I.

Spudnuts is a Utah corporation that franchises retail outlets for sale of its potato-based muffins, donuts, and other baked goods. In June of 1981, and following negotiations between the parties, Nascone entered into an Area Franchise Agreement with Spudnuts that granted Nascone the exclusive right to subfranchise stores in Western Pennsylvania. The Area Franchise Agreement also obligated Nascone to establish two Spudnut retail outlets within this exclusive territory during the following year. The Area Franchise Agreement contains a choice of law clause stating that all questions arising out of the agreement are to be governed by Utah law. The Area Franchise Agreement does not contain any explicit provision, however, calling for resolution of disputes in courts situated in Utah.

Later that month, the parties entered into another agreement under which Nascone was to operate a Spudnuts outlet on McKnight Road in Pittsburgh. This agreement, known as the McKnight Agreement, contained a forum selection clause stating: "This franchise shall be construed according to the laws of the State of Utah, and venue for any proceeding relating to the provisions hereof shall be Salt Lake County, State of Utah."

In 1982, Nascone brought a four-count suit against Spudnuts. Count I of the complaint pled fraud and demanded rescission of the two agreements, restitution of a $75,000 deposit paid under the agreement, and payment of related costs. Count II pled a violation Federal Trade Commission franchising regulations and demanded similar relief.Count II pled breach of contract and demanded damages.Count IV claimed that Spudnuts' contract violated the antitrust laws and demanded treble damages.

Spudnuts filed a motion (styled a "Motion to Dismiss") asking that the case against it be dismissed or, in the alternative, for transfer of the case to the District of Utah. The district court granted the transfer request. The court found as a fact that all counts of the complaint arose out of both the Area Franchise Agreement and the McKnight Agreement and that Nascone would not be put at "an unreasonable disadvantage by enforcement of the forum selection clause." As a matter of law, the district court concluded that "enforcement of the forum selection clause in this case would not be unreasonable."

II.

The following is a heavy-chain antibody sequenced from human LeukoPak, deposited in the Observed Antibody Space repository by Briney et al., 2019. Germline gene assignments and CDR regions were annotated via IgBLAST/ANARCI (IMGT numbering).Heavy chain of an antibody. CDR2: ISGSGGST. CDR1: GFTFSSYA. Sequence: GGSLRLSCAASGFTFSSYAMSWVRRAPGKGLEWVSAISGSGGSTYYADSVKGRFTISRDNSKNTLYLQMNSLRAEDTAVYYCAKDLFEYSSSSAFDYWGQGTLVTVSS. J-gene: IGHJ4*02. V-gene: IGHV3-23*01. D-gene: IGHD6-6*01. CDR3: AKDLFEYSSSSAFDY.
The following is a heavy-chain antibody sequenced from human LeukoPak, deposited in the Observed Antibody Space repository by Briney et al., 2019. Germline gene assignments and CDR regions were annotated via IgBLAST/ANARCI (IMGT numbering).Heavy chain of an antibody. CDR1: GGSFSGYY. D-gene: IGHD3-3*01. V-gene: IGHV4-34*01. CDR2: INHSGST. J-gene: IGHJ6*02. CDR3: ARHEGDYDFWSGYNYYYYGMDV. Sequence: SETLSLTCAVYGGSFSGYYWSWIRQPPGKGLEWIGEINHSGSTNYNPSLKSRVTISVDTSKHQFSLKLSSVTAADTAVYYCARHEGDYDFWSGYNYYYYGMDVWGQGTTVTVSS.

Prior to Coastal Steel, the law on appealability of transfer orders was relatively well settled. If a defendant won a motion to transfer a case out of the circuit, the plaintiff could ask the transferor district court, under the appropriate circumstances, to certify the issue to the "transferor appellate court" (i.e., the appellate court serving the transferor district court) under 28 U.S.C. § 1292(b).*fn1 See Armor Elevator Co., Inc. v. Phoenix Urban Corp., 493 F. Supp. 876, 890 (D. Mass. 1980); see also McCreary Tire & Rubber Co. v. CEAT, 501 F.2d 1032 (3d Cir. 1974) (dictum); Katz v. Carte Blanche Corp., 496 F.2d 747 (3d Cir.) (dictum), cert. denied, 419 U.S. 885, 42 L. Ed. 2d 125, 95 S. Ct. 152 (1974). Alternatively, the plaintiff could petition the transferor appellate court for a writ of mandamus blocking the transfer. See Solomon v. Continental American Life Insurance Co., 472 F.2d 1043 (3d Cir. 1973); see also Van Dusen v. Barrack, 376 U.S. 612, 615, 11 L. Ed. 2d 945, 84 S. Ct. 805 n. 3 (1964). If the devices failed, the plaintiff could, under certain conditions, move in the transfered district court for re-transfer back to the original transferor court; the transferor court's disposition of the original motion to transfer would not necessarily be res judicata. Compare Hoffman v. Blaski, 363 U.S. 335, 340, 4 L. Ed. 2d 1254, 80 S. Ct. 1084 n. 9 (1960) (transfer in the interests of justice did not preclude transferee court from determining whether it had jurisdiction and venue), with Hayman Cash Register Co. v. Sarokin, 669 F.2d 162 (3d Cir. 1982)(distinguishing Blaski and brring reconsideration of jurisdiction and venue issues by transferee district court where transferor courts had already decided issue in transferring case under 28 U.S.C. § 1406). If the transferee district court denied the motion to re-transfer, the plaintiff could petition the "transferee appellate court" (i.e., the appellate court serving the transferee district court) for a writ of mandamus. Id. And, if mandamus failed, and if the plaintiff ultimately could appeal from an adverse final judgment in the case, we believe the plaintiff could then raise the failure of the district court to re-transfer as grounds for reversal. See infra part III.B.